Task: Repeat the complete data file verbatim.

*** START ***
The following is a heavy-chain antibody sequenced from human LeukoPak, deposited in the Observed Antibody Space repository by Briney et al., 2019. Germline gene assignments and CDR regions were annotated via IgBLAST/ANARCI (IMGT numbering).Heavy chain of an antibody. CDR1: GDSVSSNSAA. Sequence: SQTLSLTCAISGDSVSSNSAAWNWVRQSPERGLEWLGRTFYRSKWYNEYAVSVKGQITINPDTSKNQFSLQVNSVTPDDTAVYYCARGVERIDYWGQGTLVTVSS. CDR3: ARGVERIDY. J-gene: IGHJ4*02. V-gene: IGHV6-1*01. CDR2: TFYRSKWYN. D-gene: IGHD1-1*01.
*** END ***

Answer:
The following is a heavy-chain antibody sequenced from human LeukoPak, deposited in the Observed Antibody Space repository by Briney et al., 2019. Germline gene assignments and CDR regions were annotated via IgBLAST/ANARCI (IMGT numbering).Heavy chain of an antibody. CDR1: GDSVSSNSAA. Sequence: SQTLSLTCAISGDSVSSNSAAWNWVRQSPERGLEWLGRTFYRSKWYNEYAVSVKGQITINPDTSKNQFSLQVNSVTPDDTAVYYCARGVERIDYWGQGTLVTVSS. CDR3: ARGVERIDY. J-gene: IGHJ4*02. V-gene: IGHV6-1*01. CDR2: TFYRSKWYN. D-gene: IGHD1-1*01.